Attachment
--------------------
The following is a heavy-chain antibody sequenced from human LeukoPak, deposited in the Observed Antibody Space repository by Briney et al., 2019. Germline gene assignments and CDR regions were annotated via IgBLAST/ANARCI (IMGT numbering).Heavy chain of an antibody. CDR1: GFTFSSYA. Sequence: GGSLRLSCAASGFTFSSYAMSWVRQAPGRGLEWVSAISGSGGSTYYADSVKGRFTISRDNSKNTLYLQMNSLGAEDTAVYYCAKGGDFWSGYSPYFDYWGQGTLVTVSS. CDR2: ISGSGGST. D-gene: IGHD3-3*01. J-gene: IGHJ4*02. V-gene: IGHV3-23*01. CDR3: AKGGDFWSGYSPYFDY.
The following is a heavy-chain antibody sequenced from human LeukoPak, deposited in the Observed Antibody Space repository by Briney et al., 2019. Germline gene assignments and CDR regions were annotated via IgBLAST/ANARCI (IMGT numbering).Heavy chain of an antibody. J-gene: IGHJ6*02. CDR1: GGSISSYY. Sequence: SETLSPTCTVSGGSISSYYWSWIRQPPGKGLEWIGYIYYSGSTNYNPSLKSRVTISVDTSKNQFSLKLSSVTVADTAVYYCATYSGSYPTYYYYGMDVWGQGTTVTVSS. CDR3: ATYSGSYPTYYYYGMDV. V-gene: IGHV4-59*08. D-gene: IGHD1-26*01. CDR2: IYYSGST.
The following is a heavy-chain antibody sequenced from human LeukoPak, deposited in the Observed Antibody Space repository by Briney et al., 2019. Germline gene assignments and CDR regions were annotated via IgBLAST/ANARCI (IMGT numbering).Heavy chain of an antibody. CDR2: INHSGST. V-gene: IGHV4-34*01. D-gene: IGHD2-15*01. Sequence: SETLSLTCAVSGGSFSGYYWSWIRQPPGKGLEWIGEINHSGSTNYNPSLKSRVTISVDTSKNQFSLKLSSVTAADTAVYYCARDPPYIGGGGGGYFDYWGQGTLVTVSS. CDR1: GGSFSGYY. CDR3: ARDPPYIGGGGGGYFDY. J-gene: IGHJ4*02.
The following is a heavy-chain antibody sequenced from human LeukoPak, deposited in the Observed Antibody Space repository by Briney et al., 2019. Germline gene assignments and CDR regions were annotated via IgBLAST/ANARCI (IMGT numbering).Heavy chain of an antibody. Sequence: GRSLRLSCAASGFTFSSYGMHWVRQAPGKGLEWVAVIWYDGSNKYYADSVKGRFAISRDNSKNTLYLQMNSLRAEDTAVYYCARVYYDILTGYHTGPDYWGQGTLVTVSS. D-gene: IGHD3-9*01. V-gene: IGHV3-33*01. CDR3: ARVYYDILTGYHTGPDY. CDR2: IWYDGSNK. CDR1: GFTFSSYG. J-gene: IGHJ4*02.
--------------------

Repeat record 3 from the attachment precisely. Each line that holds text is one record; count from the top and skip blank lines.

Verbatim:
The following is a heavy-chain antibody sequenced from human LeukoPak, deposited in the Observed Antibody Space repository by Briney et al., 2019. Germline gene assignments and CDR regions were annotated via IgBLAST/ANARCI (IMGT numbering).Heavy chain of an antibody. CDR2: INHSGST. V-gene: IGHV4-34*01. D-gene: IGHD2-15*01. Sequence: SETLSLTCAVSGGSFSGYYWSWIRQPPGKGLEWIGEINHSGSTNYNPSLKSRVTISVDTSKNQFSLKLSSVTAADTAVYYCARDPPYIGGGGGGYFDYWGQGTLVTVSS. CDR1: GGSFSGYY. CDR3: ARDPPYIGGGGGGYFDY. J-gene: IGHJ4*02.